BOSTON — In a story Jan. 13 about the Supreme Judicial Court upholding a first-degree murder charge in a 2000 killing, The Associated Press erroneously reported the convicted murderer’s name. His name is Steven Caruso, not Peter Caruso.

A corrected version of the story is below:

Stalker’s murder conviction in pipe bomb killing is upheld

The highest court in Massachusetts has upheld the first-degree murder conviction of a man who stalked a waitress for months, then sent her a pipe bomb that exploded in her hands and killed her in 2000

BOSTON — A man who stalked a waitress for months, then sent her a pipe bomb that killed her will not get a new trial, the state’s highest court ruled Friday.

The Supreme Judicial Court upheld the first-degree murder conviction of Steven Caruso in the death of Sandra Berfield.

Caruso was a regular at the Bickford’s restaurant in Medford where Berfield worked. After Berfield rejected Caruso’s request for a date, he began stalking her.

Caruso was convicted in May 1999 of pouring battery acid in the gas tank of Berfield’s car. He was sentenced to six months in county jail and ordered to pay restitution.

In January 2000, Berfield walked out to her front porch and picked up a package addressed to her. The pipe bomb inside exploded, killing her instantly.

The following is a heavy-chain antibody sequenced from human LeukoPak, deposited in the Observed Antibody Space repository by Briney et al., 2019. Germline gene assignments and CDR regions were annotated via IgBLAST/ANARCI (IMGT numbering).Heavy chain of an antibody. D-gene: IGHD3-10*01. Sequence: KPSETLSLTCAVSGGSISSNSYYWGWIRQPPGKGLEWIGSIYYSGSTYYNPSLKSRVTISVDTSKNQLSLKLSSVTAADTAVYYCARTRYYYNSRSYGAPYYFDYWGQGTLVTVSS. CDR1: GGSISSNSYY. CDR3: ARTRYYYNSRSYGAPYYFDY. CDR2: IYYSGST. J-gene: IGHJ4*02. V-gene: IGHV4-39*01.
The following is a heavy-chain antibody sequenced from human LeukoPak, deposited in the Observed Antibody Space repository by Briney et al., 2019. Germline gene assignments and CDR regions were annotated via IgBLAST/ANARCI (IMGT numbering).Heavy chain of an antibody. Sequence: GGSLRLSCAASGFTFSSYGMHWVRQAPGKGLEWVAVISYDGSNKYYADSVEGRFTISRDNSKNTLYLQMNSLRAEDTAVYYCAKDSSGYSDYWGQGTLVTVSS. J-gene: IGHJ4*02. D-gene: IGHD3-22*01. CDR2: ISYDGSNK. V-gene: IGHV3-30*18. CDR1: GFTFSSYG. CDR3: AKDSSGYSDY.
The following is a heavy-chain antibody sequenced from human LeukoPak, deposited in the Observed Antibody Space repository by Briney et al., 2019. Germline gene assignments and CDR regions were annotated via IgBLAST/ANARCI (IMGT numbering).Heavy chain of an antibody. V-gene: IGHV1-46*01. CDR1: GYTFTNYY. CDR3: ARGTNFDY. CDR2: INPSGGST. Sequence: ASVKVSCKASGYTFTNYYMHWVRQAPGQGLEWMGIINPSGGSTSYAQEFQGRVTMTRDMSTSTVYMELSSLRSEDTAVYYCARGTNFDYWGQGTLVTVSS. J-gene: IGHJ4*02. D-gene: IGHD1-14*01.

In his appeal, Caruso insisted he was not the person who put the package on Berfield’s porch. He also argued that the testimony of a jailhouse snitch should not have been allowed.

The high court disagreed and declined to overturn his conviction.

After her car was vandalized, Berfield obtained a civil restraining order against Caruso. At the time, criminally enforceable restraining orders were only granted for people who were related to or dating their stalkers. Because Berfield never had a relationship with Caruso, that option was not available to her.

After Berfield was killed, her family waged a decadelong campaign to change the law. In 2010, the law was amended to extend criminal protection orders to victims of stalking and sexual abuse who do not have a dating or familial relationship with their perpetrators.

VIAThe Associated Press
Author photo
The AP is one of the largest and most trusted sources of independent newsgathering. AP is neither privately owned nor government-funded; instead, as a not-for-profit news cooperative owned by its American newspaper and broadcast members, it can maintain its single-minded focus on newsgathering and its commitment to the highest standards of objective, accurate journalism.